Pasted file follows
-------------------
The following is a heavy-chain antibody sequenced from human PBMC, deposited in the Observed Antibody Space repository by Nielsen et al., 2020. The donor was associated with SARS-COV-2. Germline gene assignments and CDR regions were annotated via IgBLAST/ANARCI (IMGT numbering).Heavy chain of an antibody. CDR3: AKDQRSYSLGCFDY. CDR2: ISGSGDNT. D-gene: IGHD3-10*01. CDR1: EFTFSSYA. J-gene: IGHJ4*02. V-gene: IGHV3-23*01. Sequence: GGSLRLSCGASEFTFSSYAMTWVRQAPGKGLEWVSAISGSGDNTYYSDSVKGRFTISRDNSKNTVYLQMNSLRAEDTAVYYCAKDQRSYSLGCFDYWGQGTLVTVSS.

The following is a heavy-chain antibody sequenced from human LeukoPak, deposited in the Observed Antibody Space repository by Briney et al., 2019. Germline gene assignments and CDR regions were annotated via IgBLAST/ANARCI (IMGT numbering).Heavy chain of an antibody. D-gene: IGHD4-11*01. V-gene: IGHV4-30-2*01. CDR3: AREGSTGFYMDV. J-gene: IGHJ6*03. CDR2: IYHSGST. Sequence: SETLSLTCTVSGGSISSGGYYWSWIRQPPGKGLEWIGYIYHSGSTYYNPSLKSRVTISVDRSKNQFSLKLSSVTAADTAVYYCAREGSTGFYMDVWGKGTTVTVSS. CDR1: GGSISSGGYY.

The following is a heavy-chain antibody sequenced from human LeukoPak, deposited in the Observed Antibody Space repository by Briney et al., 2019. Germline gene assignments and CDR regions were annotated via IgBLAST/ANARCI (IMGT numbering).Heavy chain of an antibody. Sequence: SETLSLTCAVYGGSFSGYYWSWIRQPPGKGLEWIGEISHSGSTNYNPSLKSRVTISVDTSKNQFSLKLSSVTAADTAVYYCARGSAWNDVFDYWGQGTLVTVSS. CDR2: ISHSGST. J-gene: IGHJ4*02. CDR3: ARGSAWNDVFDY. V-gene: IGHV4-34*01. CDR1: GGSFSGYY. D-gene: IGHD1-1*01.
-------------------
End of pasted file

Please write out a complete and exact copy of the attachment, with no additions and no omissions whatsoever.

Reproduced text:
The following is a heavy-chain antibody sequenced from human PBMC, deposited in the Observed Antibody Space repository by Nielsen et al., 2020. The donor was associated with SARS-COV-2. Germline gene assignments and CDR regions were annotated via IgBLAST/ANARCI (IMGT numbering).Heavy chain of an antibody. CDR3: AKDQRSYSLGCFDY. CDR2: ISGSGDNT. D-gene: IGHD3-10*01. CDR1: EFTFSSYA. J-gene: IGHJ4*02. V-gene: IGHV3-23*01. Sequence: GGSLRLSCGASEFTFSSYAMTWVRQAPGKGLEWVSAISGSGDNTYYSDSVKGRFTISRDNSKNTVYLQMNSLRAEDTAVYYCAKDQRSYSLGCFDYWGQGTLVTVSS.

The following is a heavy-chain antibody sequenced from human LeukoPak, deposited in the Observed Antibody Space repository by Briney et al., 2019. Germline gene assignments and CDR regions were annotated via IgBLAST/ANARCI (IMGT numbering).Heavy chain of an antibody. D-gene: IGHD4-11*01. V-gene: IGHV4-30-2*01. CDR3: AREGSTGFYMDV. J-gene: IGHJ6*03. CDR2: IYHSGST. Sequence: SETLSLTCTVSGGSISSGGYYWSWIRQPPGKGLEWIGYIYHSGSTYYNPSLKSRVTISVDRSKNQFSLKLSSVTAADTAVYYCAREGSTGFYMDVWGKGTTVTVSS. CDR1: GGSISSGGYY.

The following is a heavy-chain antibody sequenced from human LeukoPak, deposited in the Observed Antibody Space repository by Briney et al., 2019. Germline gene assignments and CDR regions were annotated via IgBLAST/ANARCI (IMGT numbering).Heavy chain of an antibody. Sequence: SETLSLTCAVYGGSFSGYYWSWIRQPPGKGLEWIGEISHSGSTNYNPSLKSRVTISVDTSKNQFSLKLSSVTAADTAVYYCARGSAWNDVFDYWGQGTLVTVSS. CDR2: ISHSGST. J-gene: IGHJ4*02. CDR3: ARGSAWNDVFDY. V-gene: IGHV4-34*01. CDR1: GGSFSGYY. D-gene: IGHD1-1*01.